More often than not, we can find ourselves in a situation where we need to merge our text in different cells into one cell.
This can be pretty useful. For this, we can use CONCATENATE function.
Explaining the Concatenate Function
This function is one of Excel’s Text Functions. It helps you to join two or more strings into one big string.
The formula of the function is:
=CONCATENATE(text1, [text2], …)
As seen, it has two arguments:
Text1 (required)- Here we define the first thing that we want to merge. It can be in form of the text (it has to be within quotation marks to work), a cell reference, or a number.
Text2 (required)– Then we have to define other items that we want to merge. We can merge up to 255 items, and up to 8192 characters.
Using Concatenate to Merge the Date
For our example, we will create a table in which we have three columns: Month, Day, and a Year.
We want to merge all of the cells in rows in one cell that will be our date. For this, we will use CONCATENATE function and our formula will be:
We are using cell references and and „/“ to create our formula. Our first text field is cell A2, then we input the „/“ sign, to have the date as neat as possible. We then add cell B2 (the day), another „/“ sign, and finally, we add cell C2 (the year).
We will drag our formula to the end of the table, and we will finally have our table set.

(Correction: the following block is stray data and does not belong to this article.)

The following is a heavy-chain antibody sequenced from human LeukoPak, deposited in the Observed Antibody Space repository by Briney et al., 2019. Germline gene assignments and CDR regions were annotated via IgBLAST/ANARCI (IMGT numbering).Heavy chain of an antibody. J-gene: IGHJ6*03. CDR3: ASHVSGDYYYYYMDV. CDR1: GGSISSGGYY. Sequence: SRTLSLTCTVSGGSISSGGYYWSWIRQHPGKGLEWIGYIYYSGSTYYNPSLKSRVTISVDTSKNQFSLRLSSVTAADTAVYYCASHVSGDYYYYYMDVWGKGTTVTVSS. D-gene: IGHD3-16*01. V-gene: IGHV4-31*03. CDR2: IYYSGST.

It looks like this:
Using Concatenate to Merge the Date and Text
To merge the date that we created with random text, we will first create the text. It will be a list of two possible statuses: approved and declined. The text and the date are not related. It is for example purposes only.
To merge these two columns by rows, we will use CONCATENATE function again.
Our function will be:
=CONCATENATE(E2," on ",D2)
We did not just merge these two cells but have added the text (the word „on“) as well as blank spaces to make the sentence more logical.
Our table looks like this:
Make Sure to Keep the Date Format
Sometimes, it could be troublesome to merge the dates in this way as there is a possibility that the format will change. To resolve this issue and be sure that this does not occur, we will use the TEXT function for our help.
The result will be the same, but this formula is useful if you have issues that are mentioned above.
The TEXT function looks like this:
=TEXT (value, format_text)
It has two parameters- value (the text that we want to format) and format_text (how we want to format our text).
We will insert this formula as one of the parameters for CONCATENATE function. Our formula will be:
=CONCATENATE(E2," on ",TEXT(D2,"mm/dd/yyyy"))
and the value in G2 cell will be as follows:
We will expand the formula till the end of our table. Column G and F will be the same. But remember to always use the TEXT formula when merging the date to ensure that the format will not be changed.